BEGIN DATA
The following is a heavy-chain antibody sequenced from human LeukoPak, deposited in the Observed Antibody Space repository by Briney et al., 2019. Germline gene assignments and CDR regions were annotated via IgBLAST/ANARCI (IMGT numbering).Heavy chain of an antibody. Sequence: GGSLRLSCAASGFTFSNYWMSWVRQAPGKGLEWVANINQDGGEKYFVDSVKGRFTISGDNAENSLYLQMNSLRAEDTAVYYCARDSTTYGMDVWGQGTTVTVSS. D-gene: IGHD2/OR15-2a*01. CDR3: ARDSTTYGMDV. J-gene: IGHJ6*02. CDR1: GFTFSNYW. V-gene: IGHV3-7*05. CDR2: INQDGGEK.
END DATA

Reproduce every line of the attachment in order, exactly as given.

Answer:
The following is a heavy-chain antibody sequenced from human LeukoPak, deposited in the Observed Antibody Space repository by Briney et al., 2019. Germline gene assignments and CDR regions were annotated via IgBLAST/ANARCI (IMGT numbering).Heavy chain of an antibody. Sequence: GGSLRLSCAASGFTFSNYWMSWVRQAPGKGLEWVANINQDGGEKYFVDSVKGRFTISGDNAENSLYLQMNSLRAEDTAVYYCARDSTTYGMDVWGQGTTVTVSS. D-gene: IGHD2/OR15-2a*01. CDR3: ARDSTTYGMDV. J-gene: IGHJ6*02. CDR1: GFTFSNYW. V-gene: IGHV3-7*05. CDR2: INQDGGEK.